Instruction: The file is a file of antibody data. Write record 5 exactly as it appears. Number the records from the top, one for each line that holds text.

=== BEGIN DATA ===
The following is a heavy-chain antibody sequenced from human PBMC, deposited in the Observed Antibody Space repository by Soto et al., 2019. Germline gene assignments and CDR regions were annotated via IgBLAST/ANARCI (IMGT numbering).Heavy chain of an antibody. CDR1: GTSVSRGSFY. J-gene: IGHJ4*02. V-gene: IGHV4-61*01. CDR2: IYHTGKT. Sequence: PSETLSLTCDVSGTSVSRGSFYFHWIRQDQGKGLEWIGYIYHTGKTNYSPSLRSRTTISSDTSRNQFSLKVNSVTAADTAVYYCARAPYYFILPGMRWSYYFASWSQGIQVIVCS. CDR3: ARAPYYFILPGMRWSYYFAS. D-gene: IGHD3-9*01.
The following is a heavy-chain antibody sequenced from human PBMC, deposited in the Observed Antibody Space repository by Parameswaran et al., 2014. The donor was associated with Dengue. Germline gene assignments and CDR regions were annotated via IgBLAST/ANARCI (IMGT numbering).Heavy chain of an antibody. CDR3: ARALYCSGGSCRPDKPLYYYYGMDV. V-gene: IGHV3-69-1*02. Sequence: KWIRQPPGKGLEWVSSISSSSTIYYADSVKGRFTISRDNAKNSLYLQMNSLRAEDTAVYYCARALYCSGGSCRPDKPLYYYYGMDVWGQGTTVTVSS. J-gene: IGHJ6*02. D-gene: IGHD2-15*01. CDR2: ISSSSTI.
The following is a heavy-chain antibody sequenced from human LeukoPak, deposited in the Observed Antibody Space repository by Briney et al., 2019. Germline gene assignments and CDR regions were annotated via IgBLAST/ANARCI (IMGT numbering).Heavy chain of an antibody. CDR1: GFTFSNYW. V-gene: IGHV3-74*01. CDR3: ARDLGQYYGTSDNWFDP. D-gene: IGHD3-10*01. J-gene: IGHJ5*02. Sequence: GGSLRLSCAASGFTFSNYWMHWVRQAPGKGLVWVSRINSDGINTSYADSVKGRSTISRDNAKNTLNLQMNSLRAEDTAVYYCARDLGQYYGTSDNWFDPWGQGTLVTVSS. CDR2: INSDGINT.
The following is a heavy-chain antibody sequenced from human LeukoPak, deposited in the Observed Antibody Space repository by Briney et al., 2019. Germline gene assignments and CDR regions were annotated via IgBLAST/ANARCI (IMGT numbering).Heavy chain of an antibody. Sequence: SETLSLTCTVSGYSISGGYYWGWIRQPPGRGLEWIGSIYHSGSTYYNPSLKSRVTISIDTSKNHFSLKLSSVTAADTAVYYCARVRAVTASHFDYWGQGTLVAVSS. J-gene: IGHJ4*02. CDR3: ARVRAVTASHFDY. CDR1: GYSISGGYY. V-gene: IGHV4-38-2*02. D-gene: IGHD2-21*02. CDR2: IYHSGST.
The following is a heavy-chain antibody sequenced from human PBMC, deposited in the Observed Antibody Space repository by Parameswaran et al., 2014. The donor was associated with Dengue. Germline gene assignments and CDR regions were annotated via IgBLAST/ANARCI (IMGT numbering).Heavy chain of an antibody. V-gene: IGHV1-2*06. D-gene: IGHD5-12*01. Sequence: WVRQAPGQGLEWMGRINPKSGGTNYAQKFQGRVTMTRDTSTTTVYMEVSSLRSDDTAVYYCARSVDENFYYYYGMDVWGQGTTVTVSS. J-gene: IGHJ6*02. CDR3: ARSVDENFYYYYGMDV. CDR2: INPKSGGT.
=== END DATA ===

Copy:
The following is a heavy-chain antibody sequenced from human PBMC, deposited in the Observed Antibody Space repository by Parameswaran et al., 2014. The donor was associated with Dengue. Germline gene assignments and CDR regions were annotated via IgBLAST/ANARCI (IMGT numbering).Heavy chain of an antibody. V-gene: IGHV1-2*06. D-gene: IGHD5-12*01. Sequence: WVRQAPGQGLEWMGRINPKSGGTNYAQKFQGRVTMTRDTSTTTVYMEVSSLRSDDTAVYYCARSVDENFYYYYGMDVWGQGTTVTVSS. J-gene: IGHJ6*02. CDR3: ARSVDENFYYYYGMDV. CDR2: INPKSGGT.